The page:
SINGAPORE - Cows, scholarships and million-dollar lottery draws - governments around the world have dangled these and other incentives in front of their citizens to help them overcome vaccine hesitancy and give national Covid-19 vaccination drives a booster shot.
While Singapore has been making steady progress on the vaccination front, some observers have asked whether offering people additional incentives could help accelerate its pace.
At least one organisation here has embarked on a campaign to offer benefits to Singapore residents who have been vaccinated.
The Minmed Group, which runs four Covid-19 vaccine centres here, has launched an online platform - iamvaccinated.sg - where local businesses can offer discounts and promotions to those who have received their shots.
While some observers believe incentives could nudge those who are still hesitant, others said implementing such a scheme now could be seen as rewarding late adopters and that it could diminish the intrinsic motivation to get the jab out of a sense of social responsibility.
The Singapore Government has so far relied mostly on providing up-to-date and accurate information on the vaccine to convince Singaporeans to take the jab.
Leaders here have also urged citizens to go for the shot. Last Monday, Prime Minister Lee Hsien Loong, in his national address, made a direct appeal to 280,000 seniors who have yet to book a slot to do so.
But other countries have not stopped at educational and information campaigns to convince their citizens to get vaccinated.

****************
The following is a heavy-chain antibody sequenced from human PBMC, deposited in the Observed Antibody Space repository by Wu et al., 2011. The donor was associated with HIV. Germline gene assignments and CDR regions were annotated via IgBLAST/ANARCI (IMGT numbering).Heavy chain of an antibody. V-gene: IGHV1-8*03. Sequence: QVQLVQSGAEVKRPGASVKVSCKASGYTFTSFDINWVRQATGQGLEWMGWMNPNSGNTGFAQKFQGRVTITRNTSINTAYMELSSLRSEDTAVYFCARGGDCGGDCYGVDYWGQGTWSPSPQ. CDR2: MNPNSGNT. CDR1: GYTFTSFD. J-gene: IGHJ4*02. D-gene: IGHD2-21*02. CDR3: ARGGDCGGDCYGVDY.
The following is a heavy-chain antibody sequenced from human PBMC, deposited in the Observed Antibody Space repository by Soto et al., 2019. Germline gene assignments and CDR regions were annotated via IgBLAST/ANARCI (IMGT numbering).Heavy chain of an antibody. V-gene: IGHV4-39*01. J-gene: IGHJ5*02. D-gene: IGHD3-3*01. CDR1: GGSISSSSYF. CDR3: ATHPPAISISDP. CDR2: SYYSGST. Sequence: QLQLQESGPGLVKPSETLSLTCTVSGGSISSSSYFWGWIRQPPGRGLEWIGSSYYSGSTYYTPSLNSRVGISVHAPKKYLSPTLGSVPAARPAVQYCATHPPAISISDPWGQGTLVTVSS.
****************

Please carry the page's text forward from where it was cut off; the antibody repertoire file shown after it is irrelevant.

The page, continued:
In the US state of Ohio, for instance, the state government is incentivising Americans to get vaccinated with cash prizes from a Vax-A-Million lottery totalling US$5 million (S$6.6 million) and another US$600,000 going to scholarships for vaccinated teens.
The idea of providing incentives, including lottery draws, has gained traction among some here, including Associate Professor Jeremy Lim from the National University of Singapore's (NUS) Saw Swee Hock School of Public Health.
Noting that Singapore is grappling with its most severe challenge since independence, he said offering incentives would allow the Government to make the vaccine benefits tangible, short of mandating the shots.
Prof Lim added that such incentives are complementary to robust public health education and engagement.
Albert Winsemius Chair Professor of Economics Euston Quah of Nanyang Technological University said an economic argument can be made to provide incentives for vaccination, as people who have been vaccinated reduce medical and health costs for society.
"The more people are vaccinated, the greater the likelihood that the pandemic will end. Thus, this group of vaccinated people confers a positive external effect on society compared with people who do not get vaccinated," he said.
"(Such incentives) reduce a possible market failure in not leaving such important public health implications and costs to individual decisions per se."
Other observers, such as Associate Professor Lim Poh Lian, director of the High Level Isolation Unit at the National Centre for Infectious Diseases, were more cautious about the signals that incentives could send.
She noted that there are currently more than 40 active Covid-19 clusters in Singapore and that cases have been recorded in malls, tuition centres and public housing. "So, the urgent need to get vaccinated has become quite obvious to most people," she said.
Prof Lim added that financial incentives, as an extrinsic motivator, tend to weaken intrinsic motivation.